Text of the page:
A 1990 Map Of Europe by the versatile Maxim Kantor took a mid-estimate £25,000. A cryptic inscription on the back by Mstislav Rostropovich, reading Hold on Maksiara/ Slava, acquired fresh relevance in the light of Kantor’s recent decision to quit Russia after receiving death threats for his outspoken criticism of the country’s current ownership. Kantor now lives in Oxford, where he is Fellow of Pembroke College, and has recently published (in French) a towering novel, Red Light, evoking the reincarnation of Fascism in modern Europe.
Fans of Russian contemporary art could also enjoy two exhibitions in London during Russian Auction Week. The powerful graphic work of Kazakh-Russian artist Alexander Yerashov (also known as ‘Amanita’), with its mix of Surrealism and satire, was on show at Shapero Rare Books.
And over 40 works in a variety of media, by 23 different artists, remain on display at Pushkin House until August 3 as part of a selling exhibition thoughtfully curated by Olga Jürgenson and Liza Savina. Highlights include works by Natalia Mali, Haim Sokol and the fast-emerging Tanya Akhmetgalieva, whose Effect of Invasion was priced at £8400.
Just 49 icons were offered during the week, of which 20 sold, totalling £435,000. Over half that came from the Fabergé silver, enamel and seed-pearl Pelagonitissa icon (c.1910) that yielded £245,000 at Sotheby’s. This distinctive image, with the Christ Child touching the Virgin’s cheek, is named after the city of Bitola in Macedonia, formerly known as Pelagonia – best known for hosting the congress that defined the Albanian alphabet in 1908 (when the city was known as Monastir).
WORKS OF ART
Excluding icons, around 450 works of art were offered; just over 60% sold for a total of £4.2m. Christie’s outsold Sotheby’s by £2.49m to £1.43m, with a top price of £134,500 for a bulbous humidor with a rare Fabergé combination of ceramic body and silver mounts.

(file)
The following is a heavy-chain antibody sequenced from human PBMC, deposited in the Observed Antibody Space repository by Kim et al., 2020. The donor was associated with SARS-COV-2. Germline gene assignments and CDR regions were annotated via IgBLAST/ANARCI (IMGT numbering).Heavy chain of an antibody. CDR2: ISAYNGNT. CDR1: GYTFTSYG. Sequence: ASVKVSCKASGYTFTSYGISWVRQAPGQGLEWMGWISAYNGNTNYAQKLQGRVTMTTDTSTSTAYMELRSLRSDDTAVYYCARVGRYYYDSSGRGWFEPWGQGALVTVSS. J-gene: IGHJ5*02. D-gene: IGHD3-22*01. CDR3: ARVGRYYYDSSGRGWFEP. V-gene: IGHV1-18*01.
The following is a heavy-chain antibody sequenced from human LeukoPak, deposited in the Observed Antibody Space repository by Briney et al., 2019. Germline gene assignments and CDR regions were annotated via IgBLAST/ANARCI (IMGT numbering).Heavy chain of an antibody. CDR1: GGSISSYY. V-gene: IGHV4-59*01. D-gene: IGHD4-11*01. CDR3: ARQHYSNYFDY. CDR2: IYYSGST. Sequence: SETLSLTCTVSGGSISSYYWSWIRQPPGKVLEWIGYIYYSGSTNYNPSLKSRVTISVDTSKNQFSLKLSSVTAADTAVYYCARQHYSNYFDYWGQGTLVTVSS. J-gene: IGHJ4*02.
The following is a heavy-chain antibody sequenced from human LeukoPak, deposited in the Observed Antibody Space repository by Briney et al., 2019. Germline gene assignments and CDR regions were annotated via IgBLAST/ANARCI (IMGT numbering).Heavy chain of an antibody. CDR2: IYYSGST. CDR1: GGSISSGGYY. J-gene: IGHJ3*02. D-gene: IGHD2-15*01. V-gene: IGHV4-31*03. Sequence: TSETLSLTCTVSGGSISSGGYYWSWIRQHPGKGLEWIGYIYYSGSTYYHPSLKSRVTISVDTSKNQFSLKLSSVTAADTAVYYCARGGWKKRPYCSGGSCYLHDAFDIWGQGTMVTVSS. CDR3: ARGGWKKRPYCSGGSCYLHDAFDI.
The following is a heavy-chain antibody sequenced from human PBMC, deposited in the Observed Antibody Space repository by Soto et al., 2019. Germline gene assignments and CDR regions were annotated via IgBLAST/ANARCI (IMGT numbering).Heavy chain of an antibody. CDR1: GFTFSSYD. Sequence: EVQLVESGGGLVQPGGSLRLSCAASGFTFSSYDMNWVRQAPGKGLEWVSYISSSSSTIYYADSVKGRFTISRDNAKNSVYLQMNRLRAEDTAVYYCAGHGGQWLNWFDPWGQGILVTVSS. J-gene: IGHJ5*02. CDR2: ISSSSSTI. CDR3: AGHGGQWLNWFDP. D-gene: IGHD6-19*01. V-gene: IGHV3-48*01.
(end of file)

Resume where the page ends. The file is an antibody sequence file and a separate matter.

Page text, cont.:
Christie’s also sold a St Petersburg Imperial Porcelain plate, with a Drum Major and Standard-Bearer of the Preobrazhensky Regiment painted by Feodor Daladugin, for a hefty £128,500. This was one of six Imperial Porcelain military plates – painted in 1832 by five different artists after lithographs published in 1830 – that were originally owned by Grand Duke August von Oldenburg (1783-1853). All six sold to total £433,000.
Sotheby’s top price was £161,000 for a cloisonné enamel three-handled cup, 11in tall, made by Feodor Rückert for Ovchinnikov, and adorned with a roundel depicting the bridge and groom from Makovsky’s 1883 Boyar Wedding Feast. This once-celebrated painting was purchased in 1885 by the American jeweller Charles William Schumann for $15,000 (about $375,000 in today’s money) – then sold at Schumann’s estate sale in 1936 for just $2,500 ($43,000 today). It now hangs in the Hillwood Museum (D.C.).
Another Ovchinnikov item – a kovsch in the form of a Peacock, presented in 1915 to the ill-fated Cossack commander Filipp Kuzmich Mironov (1872-1921) – sold for £93,750, as did a Fabergé enamel box (c.1912) attributed to Rückert, and painted with Klavdy Lebedev’s Voyevoda (now in the Museum of Dnipropetrovsk). It was hardly a vintage week for Fabergé, but a 1907 silver ewer in the form of a perky rabbit sold well above expectations for £81,250.
An 1861 bronze figure of a Scythian Warrior by Ivan Kovshenkov, 27in tall, caused a minor sensation by reaching £127,400 against a £7,000 estimate, while a bronze and enamel Owl box by Princess Maria Tenisheva (1858-1928), famed for her Abramstevo-like Talashkino Estate near Smolensk, fetched £125,000. This was one of seven Enchanted Creatures the Princess made in Paris in 1908. Three other pieces from the series were sold by Christie’s London in 2010: a Fish (£217,250), a Pigeon (£157,250), and a Swan (£121,250).
After a lowest-ever total of £17.2m last December, takings from Russian Auction Week in London were down another 5% this June to £16.4m. Sotheby’s and Christie’s, who usually have Top Tens whistling through cyberspace the minute their auctions have finished, did not even bother issuing post-sale Press-Releases.
There were, however, indications that the worst of the market-slump may be behind us. The number of lots was stable at just under 1,100; while the selling-rate was up 1% at 57% – suggesting that consignors are finally adjusting to new market realities by becoming less greedy. Signs of recovery seem slightly stronger for Pictures than for Works of Art.
Sotheby’s remain comfortably the prime mover in the field as a whole, with a market-share of 50.6%. But their auction total of £8.3m was their lowest-ever during Russian Week, and only the second time they have failed to clear £10m. Christie’s market-share fell by 4% to 26.8%. MacDougall’s progressed by 7.5% to 20.4%, and they now rank firmly number two for Pictures, ahead of Christie’s – who continue to dominate Works Of Art. Bonhams’ sale total of £352,000 was the lowest-ever recorded by a firm during Russian Week; their market-share, which used to hover at around 8%, now stands at just over 2%.